Review: ROMEO AND JULIET, RSC First Encounters, Sydenham Primary School

The magic of theatre in a Midlands primary school

By: Feb. 06, 2024
Review: ROMEO AND JULIET, RSC First Encounters, Sydenham Primary School
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Review: ROMEO AND JULIET, RSC First Encounters, Sydenham Primary School There are many ways in which the so-called ‘Left Behind’ towns and regions of England have been left behind, and the growing cultural deficit, particularly for young people, is one issue that is close to my heart. The cutting of arts funding, from schools to the English National Opera, particularly as the Pandemic Generation seek to rebuild the confidence that comes from socialising, is already having an iniquitous impact on mental health and in any number of less headline-friendly areas.

So it’s both gratifying and important to highlight the work undertaken by theatre within these communities. BWW visited Sydenham Primary School in Leamington Spa at the start of the Royal Shakespeare Company’s First Encounters tour of Romeo and Juliet, running until the end of April, under the banner of the wider RSC Learn programme.

There’s always an even buzzier high-pitch sound audible on entering a building when something like this rolls into town. Coaches bringing kids in from partner schools pull up as I arrive, and there are different uniforms worn by pupils aged nine to 13 or so who file into the hall, staring at the actors and us non-combatants in the back row with eager, inquisitive eyes. 

Review: ROMEO AND JULIET, RSC First Encounters, Sydenham Primary School

Hush descends as one of the actors speaks. Caitlin Drake (who will play the Nurse) explains that we’ll see two families who hate each other, a little violence and a lot of love and some language that may sound awkward at first, but it’s nothing to worry about. A surprising number of kids raised hands to say that they had seen a Shakespeare production before, a testament to the commitment of the teaching staff to drama, and they behaved much better than audiences at many West End theatres do these days, across 90 minutes with no interval. 

The rest of the cast step forward and say a little about the character they’ll be playing, serving as both a nice introduction to the play’s narrative but also as an important underlining that what the kids see is not real, not the stuff of nightmares, but an entertainment that opens the heart to the power of love and opens the head to questions of right and wrong.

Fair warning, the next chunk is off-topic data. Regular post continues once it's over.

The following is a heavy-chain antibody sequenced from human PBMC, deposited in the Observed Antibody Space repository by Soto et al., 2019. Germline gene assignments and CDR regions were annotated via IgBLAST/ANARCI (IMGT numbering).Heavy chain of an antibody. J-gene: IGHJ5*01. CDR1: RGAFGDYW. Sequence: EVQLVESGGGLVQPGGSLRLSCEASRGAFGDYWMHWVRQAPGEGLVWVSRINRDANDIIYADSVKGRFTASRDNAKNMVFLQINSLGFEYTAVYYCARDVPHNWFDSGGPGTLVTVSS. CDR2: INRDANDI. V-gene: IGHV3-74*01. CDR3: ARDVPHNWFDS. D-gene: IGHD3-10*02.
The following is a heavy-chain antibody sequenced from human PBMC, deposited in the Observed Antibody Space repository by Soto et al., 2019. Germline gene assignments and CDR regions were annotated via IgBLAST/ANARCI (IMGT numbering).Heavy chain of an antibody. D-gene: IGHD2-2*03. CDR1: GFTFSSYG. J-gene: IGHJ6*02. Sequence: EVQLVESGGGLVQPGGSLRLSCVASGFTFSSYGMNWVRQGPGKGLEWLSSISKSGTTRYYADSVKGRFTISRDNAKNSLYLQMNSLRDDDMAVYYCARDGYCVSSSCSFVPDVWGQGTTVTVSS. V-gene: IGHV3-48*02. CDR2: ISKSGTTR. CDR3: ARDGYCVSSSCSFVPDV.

Robin Belfield’s cuts to the full text keep the pace high and Philip J Morris’s direction tells the story of the star-crossed lovers with admirable clarity. Costume changes are visible to the side of the hall in which the cast works, props are rudimentary but effective, lights a little harsh, as are the acoustics, but the kids neither notice nor care.

They’re too wrapped up with Campbell Wallace’s laddish Romeo, crazy in love, quick to anger; Zensi Alleyne’s girlish but determined Juliet; Dinarte Gouveia’s thuggish Tybalt and the singing, backchatting Nurse who gets plenty of laughs. If I would have liked a little more emphasis on the poetry of the speeches, which would be helped by slightly slower line readings, that quibble is more than outweighed by the energy of the performances - a tour like this would sap a marathon runner, so that’s good to see at this early stage.

Phil Morris told me later a familiar story, one that I share with him. Like mine, his introduction to Shakespeare at school didn’t work. It sacrificed the magic of the plays for the academic analysis of technique, foregrounding the need to pass exams rather than derive pleasure. He found his route back to that central aim of Shakespeare himself who, lest we forget, wrote for money and patronage not for some future deification.

The thousands of kids who will see this production in their schools will not only have an afternoon they will never forget, but will have the seed of enquiry planted in their souls. As that seed grows, some will harvest its fruits in other areas of their lives, not least in furtherance of ‘soft skills’ such as personal confidence and leadership we’re told are so important in educational development and which the arts foster like nothing else. For others, it will spark a lifelong love of theatre and storytelling with the empathy for the fate of others that underpins such an engagement.

Most, though, will grow up as most young people do, with just a little of joy and pain of Romeo and his Juliet in their own lives, hopefully without the disastrous consequences! Morris acknowledges this connection between the teens of Verona and the teens of England - “Knowing that there’s always more than one way to approach a problem is a really important skill for young people so, post-show, the actors will open up discussions around what other choices the characters could have made or who else they might have turned to for help”.

That’s not all they’ll learn either. I’ll wager that these wide-eyed kids will come back to theatre, maybe even Shakespeare himself, at some point in their lives, maybe when they have their own children and they’re looking for something to improve their minds and souls.

Almost half a century on from my first encounter with Shakespeare (analysis of iambic pentameter rather than revelling in the blood and thunder of Mark Antony vs Brutus with the whole world at stake), I could see myself in those kids and appreciate the alchemy of how the lightning of creativity was caught in a bottle one winter’s afternoon in a suburban Midlands primary school. Long may it continue, no matter the pronouncements of the beancounters who, as always, know the price of everything and the value of nothing.    

First Encounters Romeo and Juliet in on tour until end April 2024

Photo Credits: Joseph Bailey




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